|Old Testament and Tanakh|
| Jewish, Protestant, Roman Catholic, Eastern Orthodox, and Oriental Orthodox
|Roman Catholic, Eastern Orthodox, and Oriental Orthodox|
|Eastern Orthodox and Oriental Orthodox|
| Russian and Oriental Orthodox
The Wisdom of Ben Sira, (or The Wisdom of Yeshua Ben Sira or merely Sirach), called Ecclesiasticus (not to be confused with Ecclesiastes) by Christians, is a book written circa 180–175 BCE. The author, Yeshua ben Sira, was a Jew who had been living in Jerusalem, who may in fact have established his school and written his work in Alexandria (Guillaume). His work was written in Hebrew, nevertheless, and translated into Greek by his grandson in Egypt, who added a preface.
The Greek Church Fathers called it also "The All-Virtuous Wisdom". The Latin Church Fathers, beginning with Cyprian (Testimonia, ii. 1; iii. 1, 35, 51, 95, et passim), termed it Ecclesiasticus because it was frequently read in churches, and was thus called liber ecclesiasticus (Latin and Latinised Greek for "church book"). Today it is more frequently known as Ben Sira or simply Sirach.
Although it was not accepted into the Tanakh, the Jewish biblical canon, The Wisdom of Ben Sira is quoted, though infrequently, in the Talmud, and works of rabbinic literature. It is included in the Septuagint and is accepted as part of the biblical canon by Catholics and Eastern Orthodox, but not by most Protestants.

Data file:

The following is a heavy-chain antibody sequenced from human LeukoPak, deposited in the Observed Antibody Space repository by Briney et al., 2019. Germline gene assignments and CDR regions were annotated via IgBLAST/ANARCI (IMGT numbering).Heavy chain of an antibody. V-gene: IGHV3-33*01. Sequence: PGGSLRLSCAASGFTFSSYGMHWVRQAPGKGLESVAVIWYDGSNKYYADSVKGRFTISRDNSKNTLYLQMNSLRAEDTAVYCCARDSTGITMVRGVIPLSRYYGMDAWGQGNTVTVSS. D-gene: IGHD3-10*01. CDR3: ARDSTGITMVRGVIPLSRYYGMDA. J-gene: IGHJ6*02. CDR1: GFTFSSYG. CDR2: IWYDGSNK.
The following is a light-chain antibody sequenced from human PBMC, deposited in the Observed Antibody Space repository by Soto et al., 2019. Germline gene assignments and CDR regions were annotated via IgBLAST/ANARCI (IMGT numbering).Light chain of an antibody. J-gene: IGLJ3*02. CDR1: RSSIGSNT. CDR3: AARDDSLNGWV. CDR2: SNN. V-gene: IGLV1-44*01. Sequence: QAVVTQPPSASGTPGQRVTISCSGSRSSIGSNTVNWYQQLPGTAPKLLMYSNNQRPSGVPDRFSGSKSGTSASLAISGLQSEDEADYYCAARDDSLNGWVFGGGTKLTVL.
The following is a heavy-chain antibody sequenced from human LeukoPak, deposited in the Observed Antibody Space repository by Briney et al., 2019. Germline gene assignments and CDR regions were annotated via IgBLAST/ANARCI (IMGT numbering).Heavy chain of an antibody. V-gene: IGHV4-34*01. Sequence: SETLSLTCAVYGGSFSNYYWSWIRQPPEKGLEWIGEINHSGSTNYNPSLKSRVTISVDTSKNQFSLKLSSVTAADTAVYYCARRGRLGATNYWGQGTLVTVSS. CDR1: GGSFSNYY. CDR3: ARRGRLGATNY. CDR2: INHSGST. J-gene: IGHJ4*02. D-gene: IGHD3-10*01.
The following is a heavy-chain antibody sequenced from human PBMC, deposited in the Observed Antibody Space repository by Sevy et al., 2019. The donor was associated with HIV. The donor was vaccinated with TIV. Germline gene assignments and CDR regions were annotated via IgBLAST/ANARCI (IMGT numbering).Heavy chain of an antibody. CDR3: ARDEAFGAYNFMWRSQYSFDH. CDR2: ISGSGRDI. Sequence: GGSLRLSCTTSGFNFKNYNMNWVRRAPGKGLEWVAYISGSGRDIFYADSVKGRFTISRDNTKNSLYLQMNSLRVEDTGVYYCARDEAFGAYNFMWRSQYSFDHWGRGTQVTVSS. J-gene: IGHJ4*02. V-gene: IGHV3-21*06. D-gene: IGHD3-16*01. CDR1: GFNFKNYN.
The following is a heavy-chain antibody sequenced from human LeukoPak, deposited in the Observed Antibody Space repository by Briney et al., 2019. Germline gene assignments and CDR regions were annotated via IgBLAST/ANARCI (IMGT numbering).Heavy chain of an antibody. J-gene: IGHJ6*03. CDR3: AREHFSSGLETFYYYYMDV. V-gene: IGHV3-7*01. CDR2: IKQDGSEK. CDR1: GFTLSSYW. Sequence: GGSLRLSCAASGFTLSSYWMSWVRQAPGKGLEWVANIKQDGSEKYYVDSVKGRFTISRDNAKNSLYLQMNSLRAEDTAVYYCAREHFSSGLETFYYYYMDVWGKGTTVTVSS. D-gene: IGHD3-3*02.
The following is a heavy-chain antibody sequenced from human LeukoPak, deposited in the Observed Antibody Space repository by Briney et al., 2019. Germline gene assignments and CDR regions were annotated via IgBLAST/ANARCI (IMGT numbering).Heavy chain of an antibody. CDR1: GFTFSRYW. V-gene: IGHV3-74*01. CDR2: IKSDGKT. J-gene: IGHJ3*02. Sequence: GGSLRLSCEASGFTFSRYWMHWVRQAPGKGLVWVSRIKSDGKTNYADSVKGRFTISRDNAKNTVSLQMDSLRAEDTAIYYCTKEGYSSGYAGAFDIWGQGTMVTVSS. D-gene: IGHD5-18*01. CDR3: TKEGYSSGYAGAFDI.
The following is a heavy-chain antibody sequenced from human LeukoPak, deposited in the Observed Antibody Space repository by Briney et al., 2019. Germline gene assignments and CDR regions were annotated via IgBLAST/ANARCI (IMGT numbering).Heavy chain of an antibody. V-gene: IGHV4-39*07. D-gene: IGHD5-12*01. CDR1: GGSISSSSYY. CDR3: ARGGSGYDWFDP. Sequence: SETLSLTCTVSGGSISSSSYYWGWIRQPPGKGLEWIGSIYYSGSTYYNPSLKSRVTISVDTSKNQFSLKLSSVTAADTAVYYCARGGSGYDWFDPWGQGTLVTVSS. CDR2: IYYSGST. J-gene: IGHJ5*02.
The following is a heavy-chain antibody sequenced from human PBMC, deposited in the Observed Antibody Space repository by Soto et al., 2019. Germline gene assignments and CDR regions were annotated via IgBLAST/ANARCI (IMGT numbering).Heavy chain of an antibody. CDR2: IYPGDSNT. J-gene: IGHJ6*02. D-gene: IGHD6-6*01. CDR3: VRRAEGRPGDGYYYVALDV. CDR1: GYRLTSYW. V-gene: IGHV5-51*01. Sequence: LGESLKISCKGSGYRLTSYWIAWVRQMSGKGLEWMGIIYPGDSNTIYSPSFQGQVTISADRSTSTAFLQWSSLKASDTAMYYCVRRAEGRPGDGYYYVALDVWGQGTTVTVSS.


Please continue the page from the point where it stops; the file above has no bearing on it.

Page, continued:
The author is called in the Greek text (l. 27) "Jesus the son of Sirach of Jerusalem." The copy owned by Saadia Gaon had the reading "Shim`on, son of Yeshua`, son of El`azar ben Sira"; and a similar reading occurs in the Hebrew manuscript B. By interchanging the positions of the names "Shim`on" and "Yeshua`," the same reading is obtained as in the other manuscripts. The correctness of the name "Shim`on" is confirmed by the Syriac version, which has "Yeshua`, son of Shim`on, surnamed Bar Asira." The discrepancy between the two readings "Bar Asira" and "Bar Sira" is a noteworthy one, "Asira" ("prisoner") being a popular etymology of "Sira." The evidence seems to show that the author's name was Yeshua, son of Shimon, son of Eleazar ben Sira. ("Jesus" is the Anglicized form of "Yeshua`". The Greek name Ιησους is used for both Yeshua` and Yehoshua`.)
The surname Sira means "the thorn" in Aramaic. The Greek form, Sirach, adds the letter chi similar to Hakeldamach in Acts 1:19.
According to the Greek version, though not according to the Syriac, the author traveled extensively (xxxiv. 11) and was frequently in danger of death (ib. verse 12). In the hymn of chapter li. he speaks of the perils of all sorts from which God had delivered him, although this is probably only a poetic theme in imitation of the Psalms. The calumnies to which he was exposed in the presence of a certain king, supposed to be one of the Ptolemaic dynasty, are mentioned only in the Greek version, being ignored both in the Syriac and in the Hebrew text. The only fact known with certainty, drawn from the text itself, is that Ben Sira was a scholar, and a scribe thoroughly versed in the Law, and especially in the "Books of Wisdom."